SAN FRANCISCO -- One in four cancer patients given Amgen Inc.'s Aranesp anemia drug in a study died after 19 weeks, a rate about 5 points higher than among those on a placebo, a finding likely to make doctors more cautious about the product.
Researchers released new details yesterday about the study of 851 cancer patients. The mortality rate was 49 percent after two years, compared with 46 percent for the placebo, the scientists said in Los Angeles. The drug failed in the study to reach its goal of reducing blood transfusions, according to the report.
While Aranesp is the world's top-selling drug to treat anemia, the trial may prevent Amgen from winning approval to market the product for use in cancer patients not receiving chemotherapy .
"This is potentially a practice-changing study," said David Steensma, a hematologist at the Mayo Clinic in Rochester, Minn., who wasn't involved with the study. "People are going to become more cautious in this setting."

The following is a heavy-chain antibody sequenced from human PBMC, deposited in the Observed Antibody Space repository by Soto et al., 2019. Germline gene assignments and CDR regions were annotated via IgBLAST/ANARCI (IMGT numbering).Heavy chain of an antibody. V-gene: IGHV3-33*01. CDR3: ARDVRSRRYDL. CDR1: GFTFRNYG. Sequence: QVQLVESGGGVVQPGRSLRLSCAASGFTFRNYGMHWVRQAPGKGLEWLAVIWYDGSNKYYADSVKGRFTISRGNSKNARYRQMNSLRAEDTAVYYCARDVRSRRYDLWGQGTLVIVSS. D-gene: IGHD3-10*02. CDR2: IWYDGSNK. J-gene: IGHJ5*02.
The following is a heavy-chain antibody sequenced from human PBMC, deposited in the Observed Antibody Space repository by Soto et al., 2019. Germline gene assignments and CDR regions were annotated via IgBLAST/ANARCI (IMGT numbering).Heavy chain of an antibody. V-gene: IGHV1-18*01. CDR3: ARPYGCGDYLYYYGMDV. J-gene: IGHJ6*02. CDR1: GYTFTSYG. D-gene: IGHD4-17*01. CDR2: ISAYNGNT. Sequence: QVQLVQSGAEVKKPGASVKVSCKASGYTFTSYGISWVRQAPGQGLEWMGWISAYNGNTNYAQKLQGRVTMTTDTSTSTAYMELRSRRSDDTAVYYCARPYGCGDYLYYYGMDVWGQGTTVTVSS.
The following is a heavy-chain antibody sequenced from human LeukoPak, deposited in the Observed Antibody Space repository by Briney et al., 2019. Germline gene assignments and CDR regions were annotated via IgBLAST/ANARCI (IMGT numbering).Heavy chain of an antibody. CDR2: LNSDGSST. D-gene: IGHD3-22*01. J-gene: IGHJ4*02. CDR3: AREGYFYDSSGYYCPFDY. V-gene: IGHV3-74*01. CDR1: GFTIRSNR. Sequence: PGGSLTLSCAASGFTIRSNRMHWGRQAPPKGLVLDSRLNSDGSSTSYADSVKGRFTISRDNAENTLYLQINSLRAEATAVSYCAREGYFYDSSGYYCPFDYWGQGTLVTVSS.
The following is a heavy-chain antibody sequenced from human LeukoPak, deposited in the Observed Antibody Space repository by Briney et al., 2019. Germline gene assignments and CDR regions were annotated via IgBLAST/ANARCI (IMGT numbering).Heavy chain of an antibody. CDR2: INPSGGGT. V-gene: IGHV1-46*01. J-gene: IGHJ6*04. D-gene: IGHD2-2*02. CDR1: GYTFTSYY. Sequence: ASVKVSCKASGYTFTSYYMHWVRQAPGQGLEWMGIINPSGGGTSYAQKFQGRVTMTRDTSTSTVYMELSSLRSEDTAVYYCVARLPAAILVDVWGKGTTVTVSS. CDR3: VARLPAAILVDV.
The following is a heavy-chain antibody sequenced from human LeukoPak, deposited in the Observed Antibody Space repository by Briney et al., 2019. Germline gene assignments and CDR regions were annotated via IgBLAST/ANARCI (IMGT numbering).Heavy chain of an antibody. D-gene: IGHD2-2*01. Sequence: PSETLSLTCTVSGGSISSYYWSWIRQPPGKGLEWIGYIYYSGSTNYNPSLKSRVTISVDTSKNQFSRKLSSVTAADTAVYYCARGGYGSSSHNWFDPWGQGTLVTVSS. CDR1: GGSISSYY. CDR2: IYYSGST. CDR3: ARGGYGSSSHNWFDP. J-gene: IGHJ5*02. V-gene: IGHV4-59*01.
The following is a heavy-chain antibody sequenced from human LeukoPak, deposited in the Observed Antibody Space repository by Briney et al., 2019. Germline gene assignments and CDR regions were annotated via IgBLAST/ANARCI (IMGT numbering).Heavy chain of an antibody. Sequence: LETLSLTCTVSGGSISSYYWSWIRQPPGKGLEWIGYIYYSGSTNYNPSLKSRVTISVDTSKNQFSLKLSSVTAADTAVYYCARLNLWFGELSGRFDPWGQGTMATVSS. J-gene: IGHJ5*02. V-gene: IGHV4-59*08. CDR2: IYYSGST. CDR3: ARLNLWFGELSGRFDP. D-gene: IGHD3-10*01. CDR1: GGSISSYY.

Amgen earlier said the study had found "a statistically significant increased risk of death" associated with the drug, prompting the company's shares to fall 4.5 percent on Jan. 26, the most in more than a year.
The Food and Drug Administration plans to gather an expert advisory panel to discuss the results on May 10. The agency's current advice to doctors is to use the lowest dose possible, in approved applications, to help patients avoid blood transfusions.
Of 419 patients on the drug, 136 were dead after 19 weeks and 250 after two years, according to the study. Of 432 patients on the placebo, or inactive medicine, 94 died within 19 weeks and 216 were dead after two years.